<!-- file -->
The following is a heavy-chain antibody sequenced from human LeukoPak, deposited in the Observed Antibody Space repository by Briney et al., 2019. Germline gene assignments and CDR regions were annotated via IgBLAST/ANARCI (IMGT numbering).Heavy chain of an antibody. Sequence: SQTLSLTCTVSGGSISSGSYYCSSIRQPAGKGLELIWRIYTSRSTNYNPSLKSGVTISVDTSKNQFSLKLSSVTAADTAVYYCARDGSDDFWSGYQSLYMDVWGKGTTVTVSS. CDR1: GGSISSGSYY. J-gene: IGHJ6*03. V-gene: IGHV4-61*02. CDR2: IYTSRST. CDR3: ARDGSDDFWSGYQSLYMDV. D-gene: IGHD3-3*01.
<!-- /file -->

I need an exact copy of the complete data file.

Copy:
The following is a heavy-chain antibody sequenced from human LeukoPak, deposited in the Observed Antibody Space repository by Briney et al., 2019. Germline gene assignments and CDR regions were annotated via IgBLAST/ANARCI (IMGT numbering).Heavy chain of an antibody. Sequence: SQTLSLTCTVSGGSISSGSYYCSSIRQPAGKGLELIWRIYTSRSTNYNPSLKSGVTISVDTSKNQFSLKLSSVTAADTAVYYCARDGSDDFWSGYQSLYMDVWGKGTTVTVSS. CDR1: GGSISSGSYY. J-gene: IGHJ6*03. V-gene: IGHV4-61*02. CDR2: IYTSRST. CDR3: ARDGSDDFWSGYQSLYMDV. D-gene: IGHD3-3*01.